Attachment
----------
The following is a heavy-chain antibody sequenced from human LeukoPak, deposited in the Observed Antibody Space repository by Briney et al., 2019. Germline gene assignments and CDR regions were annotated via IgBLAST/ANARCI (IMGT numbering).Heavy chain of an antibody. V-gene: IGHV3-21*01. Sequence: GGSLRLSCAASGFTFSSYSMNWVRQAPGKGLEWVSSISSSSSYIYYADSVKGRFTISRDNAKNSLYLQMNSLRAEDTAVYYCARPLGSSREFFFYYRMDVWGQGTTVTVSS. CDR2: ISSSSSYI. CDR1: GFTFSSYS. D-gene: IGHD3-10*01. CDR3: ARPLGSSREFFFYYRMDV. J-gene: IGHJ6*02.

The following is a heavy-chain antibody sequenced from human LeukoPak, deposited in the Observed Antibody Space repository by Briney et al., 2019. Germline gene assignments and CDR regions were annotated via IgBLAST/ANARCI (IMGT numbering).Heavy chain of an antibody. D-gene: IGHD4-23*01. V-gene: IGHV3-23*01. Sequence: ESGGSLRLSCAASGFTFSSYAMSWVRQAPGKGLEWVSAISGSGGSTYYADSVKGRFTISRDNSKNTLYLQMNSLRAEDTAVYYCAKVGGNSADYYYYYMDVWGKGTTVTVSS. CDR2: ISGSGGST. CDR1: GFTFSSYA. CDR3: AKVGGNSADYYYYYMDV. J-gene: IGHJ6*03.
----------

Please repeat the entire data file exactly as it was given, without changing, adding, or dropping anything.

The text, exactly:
The following is a heavy-chain antibody sequenced from human LeukoPak, deposited in the Observed Antibody Space repository by Briney et al., 2019. Germline gene assignments and CDR regions were annotated via IgBLAST/ANARCI (IMGT numbering).Heavy chain of an antibody. V-gene: IGHV3-21*01. Sequence: GGSLRLSCAASGFTFSSYSMNWVRQAPGKGLEWVSSISSSSSYIYYADSVKGRFTISRDNAKNSLYLQMNSLRAEDTAVYYCARPLGSSREFFFYYRMDVWGQGTTVTVSS. CDR2: ISSSSSYI. CDR1: GFTFSSYS. D-gene: IGHD3-10*01. CDR3: ARPLGSSREFFFYYRMDV. J-gene: IGHJ6*02.

The following is a heavy-chain antibody sequenced from human LeukoPak, deposited in the Observed Antibody Space repository by Briney et al., 2019. Germline gene assignments and CDR regions were annotated via IgBLAST/ANARCI (IMGT numbering).Heavy chain of an antibody. D-gene: IGHD4-23*01. V-gene: IGHV3-23*01. Sequence: ESGGSLRLSCAASGFTFSSYAMSWVRQAPGKGLEWVSAISGSGGSTYYADSVKGRFTISRDNSKNTLYLQMNSLRAEDTAVYYCAKVGGNSADYYYYYMDVWGKGTTVTVSS. CDR2: ISGSGGST. CDR1: GFTFSSYA. CDR3: AKVGGNSADYYYYYMDV. J-gene: IGHJ6*03.